When President Obama unveils his climate policy proposal in the coming days, he should focus on the one key element of successful climate and energy policy. It’s not about utilities or incentives or numbers, it’s about ownership.
Climate-protecting energy policy succeeds when communities can keep their energy dollars local by directly owning and profiting from investments in renewable energy.
Look at Denmark, with wind power capacity sufficient for 28 percent of its electricity use. When the world’s nations descended on Copenhagen in 2009 for the climate conference, attendees could have gleaned their most important lesson by gazing across the water at the Middelgrunden offshore wind farm — 50 percent owned by over 10,000 Copenhagen residents. Local ownership like this was the centerpiece of building over 4,000 megawatts of wind power in Denmark, increasing energy independence by letting ordinary citizens collectively own wind farms that brought money right back into their community. Ownership let Danes focus on their own energy independence and economy. Concern for the climate was secondary.
Andrew Cumbers of the UN Research Institute for Social Development explains the ongoing strength of the Danish commitment to renewable energy:
The participation of communities in the ownership and development of the technology has been a critical factor in the successful growth of renewable energy capacity. Surveys suggest around 70 percent of the population are in favour of wind farms with only around 5 percent against (Soerensen et al 2003), figures that are far higher than found elsewhere. (emphasis added)
Germany’s roaring success reinforces why ownership should be President Obama’s highest priority. Over 60 percent of mid-day electricity demand was met with wind and solar on a recent sunny day, and almost 25 percent of annual German electricity usage comes from renewable sources. Once again, it’s a people-powered transition (or as the Germans like to call it, Energiewende, or “energy change”).
Nearly half of all German renewable energy capacity is owned by individuals, not utilities. These small, quickly built distributed energy projects multiplied quickly under simply policies that made it easy for Germans to own a share in their energy future.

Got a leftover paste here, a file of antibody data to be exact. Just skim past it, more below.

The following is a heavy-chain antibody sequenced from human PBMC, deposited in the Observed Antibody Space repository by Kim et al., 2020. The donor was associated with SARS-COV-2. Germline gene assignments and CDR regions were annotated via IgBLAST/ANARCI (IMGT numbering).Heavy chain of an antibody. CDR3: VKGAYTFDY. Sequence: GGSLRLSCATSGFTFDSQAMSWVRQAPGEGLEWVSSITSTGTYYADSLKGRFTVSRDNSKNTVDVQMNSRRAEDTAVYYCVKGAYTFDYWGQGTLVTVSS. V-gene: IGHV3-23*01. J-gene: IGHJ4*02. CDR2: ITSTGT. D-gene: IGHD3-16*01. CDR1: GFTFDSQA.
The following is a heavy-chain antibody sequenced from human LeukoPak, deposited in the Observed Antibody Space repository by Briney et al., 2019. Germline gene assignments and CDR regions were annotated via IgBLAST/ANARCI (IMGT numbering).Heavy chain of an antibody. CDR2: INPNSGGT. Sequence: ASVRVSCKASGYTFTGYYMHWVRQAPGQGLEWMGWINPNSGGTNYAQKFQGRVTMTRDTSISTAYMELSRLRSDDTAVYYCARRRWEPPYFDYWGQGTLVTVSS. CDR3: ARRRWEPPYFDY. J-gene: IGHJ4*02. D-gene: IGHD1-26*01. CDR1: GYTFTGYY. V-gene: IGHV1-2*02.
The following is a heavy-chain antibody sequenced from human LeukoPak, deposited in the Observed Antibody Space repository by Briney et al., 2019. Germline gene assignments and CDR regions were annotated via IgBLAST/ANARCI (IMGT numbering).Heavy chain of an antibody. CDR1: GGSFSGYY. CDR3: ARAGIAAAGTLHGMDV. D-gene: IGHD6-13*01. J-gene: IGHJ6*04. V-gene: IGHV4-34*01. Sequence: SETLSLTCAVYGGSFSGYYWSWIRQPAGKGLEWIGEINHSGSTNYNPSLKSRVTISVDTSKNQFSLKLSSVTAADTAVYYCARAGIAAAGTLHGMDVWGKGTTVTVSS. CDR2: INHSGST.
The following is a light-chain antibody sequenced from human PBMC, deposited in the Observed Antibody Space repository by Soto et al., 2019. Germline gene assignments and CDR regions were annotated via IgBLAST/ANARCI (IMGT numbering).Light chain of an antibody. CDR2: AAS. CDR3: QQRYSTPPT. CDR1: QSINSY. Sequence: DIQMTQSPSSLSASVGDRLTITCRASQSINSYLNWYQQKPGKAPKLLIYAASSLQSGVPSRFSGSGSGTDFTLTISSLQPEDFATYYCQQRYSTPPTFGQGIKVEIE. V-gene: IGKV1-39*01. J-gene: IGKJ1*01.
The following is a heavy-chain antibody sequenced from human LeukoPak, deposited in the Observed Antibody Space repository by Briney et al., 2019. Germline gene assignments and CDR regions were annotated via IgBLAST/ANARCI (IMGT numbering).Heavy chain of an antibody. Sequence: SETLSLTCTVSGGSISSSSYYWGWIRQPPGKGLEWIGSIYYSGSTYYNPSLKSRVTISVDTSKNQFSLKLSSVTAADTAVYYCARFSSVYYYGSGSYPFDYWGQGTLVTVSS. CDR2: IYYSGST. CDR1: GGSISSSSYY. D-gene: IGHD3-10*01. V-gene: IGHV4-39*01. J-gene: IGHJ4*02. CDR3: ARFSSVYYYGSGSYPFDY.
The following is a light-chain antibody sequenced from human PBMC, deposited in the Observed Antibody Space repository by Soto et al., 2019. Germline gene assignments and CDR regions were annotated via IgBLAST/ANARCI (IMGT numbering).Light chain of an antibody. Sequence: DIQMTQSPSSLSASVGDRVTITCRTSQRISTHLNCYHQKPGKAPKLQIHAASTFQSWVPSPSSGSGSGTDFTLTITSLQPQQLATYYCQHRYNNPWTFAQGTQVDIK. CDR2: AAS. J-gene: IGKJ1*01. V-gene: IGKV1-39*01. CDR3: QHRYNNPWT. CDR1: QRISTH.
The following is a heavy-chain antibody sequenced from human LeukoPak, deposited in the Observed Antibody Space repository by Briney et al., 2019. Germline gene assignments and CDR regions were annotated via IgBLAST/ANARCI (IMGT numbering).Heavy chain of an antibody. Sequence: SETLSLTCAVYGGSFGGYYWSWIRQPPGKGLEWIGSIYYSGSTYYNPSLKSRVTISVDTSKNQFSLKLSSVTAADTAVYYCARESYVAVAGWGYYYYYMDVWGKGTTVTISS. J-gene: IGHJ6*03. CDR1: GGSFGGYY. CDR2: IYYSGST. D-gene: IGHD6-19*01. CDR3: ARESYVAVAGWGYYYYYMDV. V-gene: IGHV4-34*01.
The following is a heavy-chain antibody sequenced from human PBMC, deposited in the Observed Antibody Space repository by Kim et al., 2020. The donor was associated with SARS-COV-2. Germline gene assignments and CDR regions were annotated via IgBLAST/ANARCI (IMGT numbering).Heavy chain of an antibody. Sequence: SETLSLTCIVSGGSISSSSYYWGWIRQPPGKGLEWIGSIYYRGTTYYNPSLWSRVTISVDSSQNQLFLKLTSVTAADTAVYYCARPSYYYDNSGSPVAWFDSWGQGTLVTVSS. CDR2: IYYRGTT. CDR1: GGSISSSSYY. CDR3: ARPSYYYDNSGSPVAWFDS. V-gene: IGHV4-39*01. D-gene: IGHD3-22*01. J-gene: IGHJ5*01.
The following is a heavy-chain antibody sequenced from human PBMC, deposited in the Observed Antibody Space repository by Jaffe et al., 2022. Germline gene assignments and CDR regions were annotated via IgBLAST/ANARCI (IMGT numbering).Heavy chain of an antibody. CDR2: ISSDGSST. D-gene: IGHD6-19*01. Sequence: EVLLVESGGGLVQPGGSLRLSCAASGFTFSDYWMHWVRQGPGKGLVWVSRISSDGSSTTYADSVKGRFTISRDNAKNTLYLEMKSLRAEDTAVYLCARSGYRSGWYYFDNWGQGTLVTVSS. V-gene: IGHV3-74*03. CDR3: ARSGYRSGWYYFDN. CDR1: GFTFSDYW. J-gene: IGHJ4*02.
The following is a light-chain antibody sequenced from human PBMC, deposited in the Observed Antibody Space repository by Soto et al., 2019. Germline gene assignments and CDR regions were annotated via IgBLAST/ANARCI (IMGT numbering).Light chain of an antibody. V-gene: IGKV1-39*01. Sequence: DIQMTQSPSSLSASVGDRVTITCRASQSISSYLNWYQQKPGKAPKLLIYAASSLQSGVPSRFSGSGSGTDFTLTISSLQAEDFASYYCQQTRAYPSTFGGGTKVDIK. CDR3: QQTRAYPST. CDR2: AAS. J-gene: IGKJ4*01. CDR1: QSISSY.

Despite numerous attempts by various political factions to curtail the renewable energy transition (most frequently citing high costs), Germans remain stolidly committed to growing renewable energy, with over 60 percent willing to pay more to continue its expansion. A survey of Germans towns suggest that ownership, more than anything else, has built this steadfast political support for a low carbon energy future.
Evidence that ownership holds the key to political success lies closer to home, as well. After a near-death experience at the polls, Ontario’s Liberal Party revised their renewable energy program to prioritize new wind and solar projects that sport local ownership and public support. Most U.S. state renewable portfolio standards include language that requires or prefers qualifying projects to be in state,* to link the economic and environmental outcomes. These statutes have survived an all-out assault by the corporate-funded conservative lobbying group ALEC. And one should not ignore the power of having the Atlanta Tea Party testifying alongside solar power advocates against monopoly utility Georgia Power, arguing that more people should be able to generate their own energy.
Ownership is good politics not just because of who wins, but how much they win. A study from the National Renewable Energy Laboratory shows local ownership dramatically multiplies the economic returns of renewable energy for the host community.
No climate proposal from President Obama will sail past Republican opposition (see: Waxman-Markey), but his greatest chance for a climate legacy lies in empowering Americans to take control — with their votes and their dollars — of their own energy future.
Photo credit: Black Rock Solar
*Note: a recent court decision struck down this provision in Michigan, jeopardizing the in-state preference for all states that include this policy.
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